In this age of Google, YouTube, Facebook and Silicon Valley startups churning out 20-something billionaires, even tech companies like Apple and Microsoft can seem ancient by comparison. And companies that started the tech revolution, giants such as IBM, seem older still. All of these relative business newcomers have a long way to go before they can match the longevity of these 10 iconic American brand names.
10. Brooks Brothers (Founded 1818)
The oldest clothier in the United States, Brooks Brothers is known not just for its fine men’s suits, but its innovation. If you’ve ever worn a wash-and-wear dress shirt, a shirt with a button-down collar, argyle socks or madras clothing, you can thank Brooks Brothers. Founded by Henry Sands Brooks in Manhattan, the company picked up its current name when his three sons inherited the business in 1850. Although the Brooks family sold the company in 1946, the brand lives on.
9. Remington (1816)
The brand name Remington means different things to different people. Older writers, reporters, secretaries and college students grew up using the company’s typewriters. The Remington brand’s electric shaver starred in some memorable 1980s TV commercials (remember Remington CEO Victor Kiam’s commercial boast? “I liked the shaver so much, I bought the company”). But since the beginning, the Remington name has been synonymous with firearms and ammunition, driving American and Allied firearms supremacy in several wars. Today, Remington Arms is the largest producer of shotguns and rifles in the United States. And even if you have never wielded a firearm, or seen a typewriter or electric razor, you probably use a Remington innovation several times each day — in 1872, Remington developed the first typewriter with the “QWERTY” layout we still use today on computer keyboards and PDAs alike.
8. The Hartford (1810)
The Hartford boasts one of the most famous logos in the business world, but the company admits it isn’t sure when the image of a majestic stag first appeared. The earliest one on record is rather famous, appearing on an 1861 insurance policy issued to Abraham Lincoln. The insurance company traces its roots to 1810 in Hartford, Connecticut. Today, The Hartford is one of the world’s top insurance and financial management firms, with 2010 net income of $1.7 billion.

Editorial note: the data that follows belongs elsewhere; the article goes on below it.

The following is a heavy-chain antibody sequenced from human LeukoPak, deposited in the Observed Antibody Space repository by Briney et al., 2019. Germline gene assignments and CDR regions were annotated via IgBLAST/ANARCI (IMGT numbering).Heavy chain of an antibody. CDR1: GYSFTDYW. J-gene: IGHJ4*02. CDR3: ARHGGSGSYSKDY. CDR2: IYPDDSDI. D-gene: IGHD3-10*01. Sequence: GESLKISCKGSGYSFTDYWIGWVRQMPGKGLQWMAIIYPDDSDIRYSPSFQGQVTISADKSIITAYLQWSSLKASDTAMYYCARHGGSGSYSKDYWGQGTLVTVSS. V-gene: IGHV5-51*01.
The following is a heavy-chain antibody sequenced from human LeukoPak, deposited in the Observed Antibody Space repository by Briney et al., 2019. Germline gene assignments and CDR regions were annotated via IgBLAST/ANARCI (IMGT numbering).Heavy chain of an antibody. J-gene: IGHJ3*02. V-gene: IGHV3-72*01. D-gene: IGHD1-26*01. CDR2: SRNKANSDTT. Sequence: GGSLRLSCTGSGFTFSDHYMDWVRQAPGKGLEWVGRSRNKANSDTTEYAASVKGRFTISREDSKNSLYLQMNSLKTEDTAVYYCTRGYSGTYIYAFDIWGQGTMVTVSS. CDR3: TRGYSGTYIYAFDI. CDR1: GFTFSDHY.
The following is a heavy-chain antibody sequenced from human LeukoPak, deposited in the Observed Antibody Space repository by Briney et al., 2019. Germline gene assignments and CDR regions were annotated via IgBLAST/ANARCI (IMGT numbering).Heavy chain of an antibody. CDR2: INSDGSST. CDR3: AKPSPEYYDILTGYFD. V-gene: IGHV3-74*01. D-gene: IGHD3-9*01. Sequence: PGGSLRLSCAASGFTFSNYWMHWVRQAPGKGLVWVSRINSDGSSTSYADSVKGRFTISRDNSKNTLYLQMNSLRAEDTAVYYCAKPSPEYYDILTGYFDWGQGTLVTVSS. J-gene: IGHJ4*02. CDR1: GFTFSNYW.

7. Colgate (1806)
A candlemaker named William Colgate founded the William Colgate & Co. in 1806 in New York City. Business was good, but it took almost a century for the company to begin mass-producing its most famous product. In 1896, Colgate introduced the sales of toothpaste in the type of tubes still used today. In 1928, Colgate merged with the Palmolive brand (itself a famous American brand dating to 1864) to create the current Colgate-Palmolive Co. Colgate toothpaste remains an iconic toothpaste brand, sold in 200 countries and territories worldwide.
6. DuPont (1802)
Think of the brand name DuPont, and you probably picture scientists peering into microscopes, developing amazing new chemicals or materials. The company developed many of the substances we take for granted, such as nylon, Teflon, Mylar, neoprene, Lycra and nomex. DuPont also developed Kevlar, the material used in bulletproof vests and helmets that have saved thousands of lives since Kevlar’s development in 1965. That’s ironic, given DuPont began in 1802 as a producer of gunpowder, and supplied much of the gunpowder used by the Union army in the Civil War. Today, DuPont is the world’s third-largest chemical company, employing some 60,000 workers.